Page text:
Wandering Thoughts archives


Go 2 Generics: A way to make contracts more readable for people (if not programs)

In the Go 2 generics draft design, my only real issue with contracts is their readability; contracts today are too clever. Contracts have been carefully set up to cover the type constraints that people will want to express for generics, and I think that something like contracts is a better approach to type constraints for generics than something like interfaces (but that's another entry). Can we make contracts more readable without significantly changing the current Go generics proposal? I believe we can, through use of social convention and contract embedding.

For being read and written by people, the problem with contracts today is that they do not always clearly say what they mean. Instead they say it indirectly, through inferences and implicit type restrictions. To make contracts more readable, we need to provide a way to say tricky things directly. One obvious way to do this is with a standard set of embeddable contracts that would be provided in a package in the standard library. Let's call this package generic/require (because there probably will be a standard generic package of useful generic functions and so on).

The require package would contain contracts for standard and broadly useful properties of types, such as require.Orderable(), require.String(), and require.Unsigned(). When writing contract bodies it would be standard practice to use the require versions instead of writing things out by hand yourself. For example:

contract Something(t T) {
  // instead of: 1 << t

Similarly, you would use 'require.Integer(t)' instead of any of the various operations that implicitly restrict t to being an integer (signed or unsigned), and require.Numeric if you just needed a number type, and so on. Of course, contracts from the require package could be used on more than direct type parameters of your contract; they could be used for return values from methods, for example.

The obvious advantage of this for the reader is that you have directly expressed what you require in a clear way. For cases like require.Integer, where there are multiple ways of implementing the same restriction, you've also made it so that people don't have to wonder if there's some reason that you picked one over the other.

It's likely that not everything in contracts would be written using things from the require package. Some restrictions on types would be considered obvious (comparability is one possible case), and we would probably find that require contracts don't make other cases any easier to read or write. One obvious set of candidates for require contracts are cases where there are multiple ways of creating the same type restriction.

(In the process the Go developers might find that there were gaps in the type restrictions that you could express easily, as exposed by it being difficult or impossible to write a require contract for the restriction. For example, I don't think there's currently any easy way to say that a type must be a signed integer type.)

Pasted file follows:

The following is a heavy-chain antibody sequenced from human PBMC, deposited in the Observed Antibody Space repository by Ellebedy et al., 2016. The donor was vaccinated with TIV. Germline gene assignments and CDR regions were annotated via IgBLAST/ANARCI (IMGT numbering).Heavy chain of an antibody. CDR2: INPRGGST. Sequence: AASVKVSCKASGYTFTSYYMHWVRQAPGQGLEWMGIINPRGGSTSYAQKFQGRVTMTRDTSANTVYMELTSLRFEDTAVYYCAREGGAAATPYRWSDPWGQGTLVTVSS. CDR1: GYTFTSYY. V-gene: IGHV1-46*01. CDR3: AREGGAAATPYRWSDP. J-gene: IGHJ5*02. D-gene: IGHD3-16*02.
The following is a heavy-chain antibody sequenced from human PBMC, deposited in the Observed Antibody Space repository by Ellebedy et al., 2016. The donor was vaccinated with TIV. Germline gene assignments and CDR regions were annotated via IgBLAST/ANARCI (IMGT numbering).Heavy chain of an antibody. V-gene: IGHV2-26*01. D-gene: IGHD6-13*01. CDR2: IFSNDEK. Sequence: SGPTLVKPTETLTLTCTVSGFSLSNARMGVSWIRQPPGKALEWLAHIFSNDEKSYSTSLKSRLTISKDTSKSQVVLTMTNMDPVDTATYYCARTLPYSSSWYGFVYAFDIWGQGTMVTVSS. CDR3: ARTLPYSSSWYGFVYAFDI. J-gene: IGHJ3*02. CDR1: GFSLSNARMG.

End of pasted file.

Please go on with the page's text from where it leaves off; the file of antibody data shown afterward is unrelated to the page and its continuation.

Use of the require package would be as optional as the use of Go's standard formatting style, and it would be encouraged in much the same way, by the tacit social push of tools. For instance, 'gofmt -s' could rewrite your contracts to use require things instead of hand-rolled alternatives, and golint or even vet could complain about 'you should use require.<X> instead of ...'. Faced with this push towards a standard and easy way of expressing type restrictions, I believe that most people would follow it, much as how gomft has been accepted and become essentially universal.

An open question is if this would add enough more readability to significantly improve contracts as they stand. I'm not sure that a number of the trickier restrictions in the full draft design could be implemented in this sort of reusable contract restriction in a way that both is usable and is amenable to a good, clear name. People may also disagree over the relative readability of, say:

contract stringer(x T) {
   var s string = x.String()
   // equivalent:
   // or perhaps:
   require.Returns(x.String, string)

At a certain point it feels like one would basically be spelling out phrases and sentences in the form of require package contracts. I'm not sure that's a real improvement, or if a more fundamental change to how contracts specify requirements is needed for true readability improvements.

Sidebar: Augmenting the language through the back door

The require package would also provide a place to insert special handling of type restrictions that can't be expressed in normal Go, in much the way that the unsafe package is built in to the compiler (along with various other things). People might find this too awkward for some sorts of restrictions, though, since using require has to at least look like normal Go and even then, certain sorts of potentially implementable things might be too magical.

programming/Go2ContractsMoreReadable written at 02:01:13; Add Comment

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